Scott Vance, far left, and his dad, Gary Vance, far right, announced the sale of Faith Livestock Commission Co. at Monday’s sale, May 15. The next generation to operate the sale barn is Mason Dietterle, middle left, and Dace Harper, middle right, both of the Faith area.

Faith Livestock Commission Co. to change hands in June

I feel really, really good about who is taking over,” said G. Vance.
A time of change is coming to the Faith Livestock Commission Co. in June when long-time ownership changes from Gary and Scott Vance to the team of Mason Dietterle and Dace Harper.
Both Dietterle and Harper have ties to the Faith community. Harper grew up on a ranch north of Faith. Dietterle’s family ranch is closer to Meadow, north of Faith.
The two have seven and five years of auctioneering under their belts. Harper was the first to start auctioneering. In fact, it was the Vance family that gave him his first sale chant on the auction block.
Since then Harper and Dietterle have worked at other sales barns. Harper earned top honors at the Black Hills Stock Show® auctioneering contest in 2016.
Faith Livestock Commission dates back to 1938 when a local rancher and businessman set up the market. The Vance family’s legacy began in 1960 when Lawrence H. Vance and Nels Babcock purchased the sale barn. L. Vance had manged the sale barn at Mobridge prior to the purchase.  G. Vance worked at that sale barn when he was in school. After a stint in the military he came to Faith to help his dad at the Faith sale barn.
He became the second generation in the business when he purchased Babcock’s share in 1971. L. Vance passed away in 1980, leaving G. Vance as sole owner. S. Vance followed in his dad’s footsteps, working at the sale barn as he grew up and later purchased a share in the business. His purchase of one-third of the business in 1996 made him the third generation. Six years later he purchased more shares, enough to make him a full partner. 
The Faith Livestock Commission holds weekly cattle sales, weekly sheep sales in season, and bull and horse production sales. 
G. Vance has seen the livestock industry change from the short, stout framed animals to the exotics of the late 1970s and 80s, back to the moderate framed animals of today. He said all the changes have been positive – they have all been for the better. Not only the livestock, but the use of computers and cell phones by the sale barn and cattle buyers.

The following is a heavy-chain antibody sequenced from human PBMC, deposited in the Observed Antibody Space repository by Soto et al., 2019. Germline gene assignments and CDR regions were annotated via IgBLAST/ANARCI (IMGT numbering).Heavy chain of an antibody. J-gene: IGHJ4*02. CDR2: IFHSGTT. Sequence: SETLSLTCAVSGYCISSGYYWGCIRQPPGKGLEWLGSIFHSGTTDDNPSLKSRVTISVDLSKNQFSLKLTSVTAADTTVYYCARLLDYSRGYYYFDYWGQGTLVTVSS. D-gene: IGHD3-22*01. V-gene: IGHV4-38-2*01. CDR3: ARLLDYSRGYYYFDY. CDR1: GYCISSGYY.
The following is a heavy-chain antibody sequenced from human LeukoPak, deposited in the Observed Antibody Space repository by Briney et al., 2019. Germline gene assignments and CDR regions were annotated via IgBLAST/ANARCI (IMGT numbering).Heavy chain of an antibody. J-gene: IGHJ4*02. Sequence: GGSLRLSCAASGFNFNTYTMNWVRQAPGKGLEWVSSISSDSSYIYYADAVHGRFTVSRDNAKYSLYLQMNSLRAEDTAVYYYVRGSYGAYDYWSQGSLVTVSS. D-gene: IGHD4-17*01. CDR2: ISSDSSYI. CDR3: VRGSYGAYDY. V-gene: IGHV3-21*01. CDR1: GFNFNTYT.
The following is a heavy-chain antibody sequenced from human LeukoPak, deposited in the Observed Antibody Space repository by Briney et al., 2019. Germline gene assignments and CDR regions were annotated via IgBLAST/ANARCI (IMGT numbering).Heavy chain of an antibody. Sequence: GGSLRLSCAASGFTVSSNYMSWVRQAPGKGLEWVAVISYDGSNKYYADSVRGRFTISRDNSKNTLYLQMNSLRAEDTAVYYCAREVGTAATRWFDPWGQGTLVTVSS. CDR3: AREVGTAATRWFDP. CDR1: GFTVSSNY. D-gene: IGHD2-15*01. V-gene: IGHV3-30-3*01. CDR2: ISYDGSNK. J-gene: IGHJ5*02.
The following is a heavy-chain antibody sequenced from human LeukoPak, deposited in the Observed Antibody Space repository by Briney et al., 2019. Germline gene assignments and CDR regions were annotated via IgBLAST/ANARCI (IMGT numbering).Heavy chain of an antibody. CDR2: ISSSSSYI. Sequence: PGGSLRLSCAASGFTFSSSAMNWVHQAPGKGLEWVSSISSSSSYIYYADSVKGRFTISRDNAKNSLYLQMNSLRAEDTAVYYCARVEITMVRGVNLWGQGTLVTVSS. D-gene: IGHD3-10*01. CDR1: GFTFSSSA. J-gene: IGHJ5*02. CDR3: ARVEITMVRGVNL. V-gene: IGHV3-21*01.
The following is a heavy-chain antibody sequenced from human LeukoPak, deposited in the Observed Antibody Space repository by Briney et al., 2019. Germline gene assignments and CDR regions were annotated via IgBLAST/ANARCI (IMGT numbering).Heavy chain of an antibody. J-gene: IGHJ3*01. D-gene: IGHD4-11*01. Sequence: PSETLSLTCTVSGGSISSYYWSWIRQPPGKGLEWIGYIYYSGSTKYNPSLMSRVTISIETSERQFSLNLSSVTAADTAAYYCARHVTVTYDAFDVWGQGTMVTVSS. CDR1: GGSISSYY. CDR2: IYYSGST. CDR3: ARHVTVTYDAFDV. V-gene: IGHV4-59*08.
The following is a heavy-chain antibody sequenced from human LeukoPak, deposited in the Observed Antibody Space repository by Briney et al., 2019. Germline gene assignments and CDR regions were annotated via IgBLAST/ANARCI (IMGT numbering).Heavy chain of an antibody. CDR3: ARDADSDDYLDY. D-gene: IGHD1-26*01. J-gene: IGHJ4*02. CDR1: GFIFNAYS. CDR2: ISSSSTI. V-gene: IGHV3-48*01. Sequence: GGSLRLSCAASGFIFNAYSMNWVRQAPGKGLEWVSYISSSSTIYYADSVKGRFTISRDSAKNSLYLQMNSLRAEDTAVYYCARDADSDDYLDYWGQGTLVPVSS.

One thing G. Vance has enjoyed over the years, is the people that he has worked with, and for, during the past 46 years. This area, he said, has the best people. Many of those people include three generations and in some, the fourth. To be able to do that in his lifetime is a joy to him, he said. G. Vance noted that three generations of the Vance and Dietterle families have done business together.
Harper and Dietterle have been in the cattle business their whole lives. They know what a producer wants from a sale barn – from both sides of the sale block. An added benefit of having spent time as auctioneers, they have made connections with cattle buyers and know what their needs are. All this gives the pair a strong foothold in the sale barn business.
Harper noted that when he heard the Faith Livestock Commission was for sale, he wanted to keep it local. He and Dietterle know the people in the area – their needs, their cattle, etc. Combining that knowledge with knowing the producers and the buyers, they plan to bring the two together to get the best for both parties. Harper and Dietterle are excited to sell some of the best cattle in the country. They said they will try their hardest to bring the best prices to the customers.
The Vances are happy and excited that they are able to turn the business over to two young men from the area. “I feel really, really good about who is taking over,” said G. Vance. S. Vance agreed that they feel fortunate they found young buyers who they have faith in. G. Vance stated that Dietterle and Harper are the right guys for the job – a job that requires a lot of time. G. Vance added that while it can take a large portion of your time, the people, the customers, are the best people in the world. 
S. Vance wished the young men the best on their new venture. “We want them to be successful,” said G. Vance. The Vance family will aid Dietterle and Harper in any way they can to help them on their way. “We’ll be here to support these young men,” stated G. Vance. 
Faith is home to the Vance family and they have no plans to leave. They will just be involved in the ag industry in different ways. 
While the ownership change isn’t for awhile yet, Dietterle and Harper plan to keep all the existing personnel to make the transition as smooth as possible for staff and customers. 
Harper and Dietterle will bring the vitality of youth, the knowledge of livestock – raising and selling – to the sale ring. The change in ownership at Faith Livestock Commission will bring the new, but keep the barn’s legacy growing.

The Pioneer Review

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Philip, SD 57567
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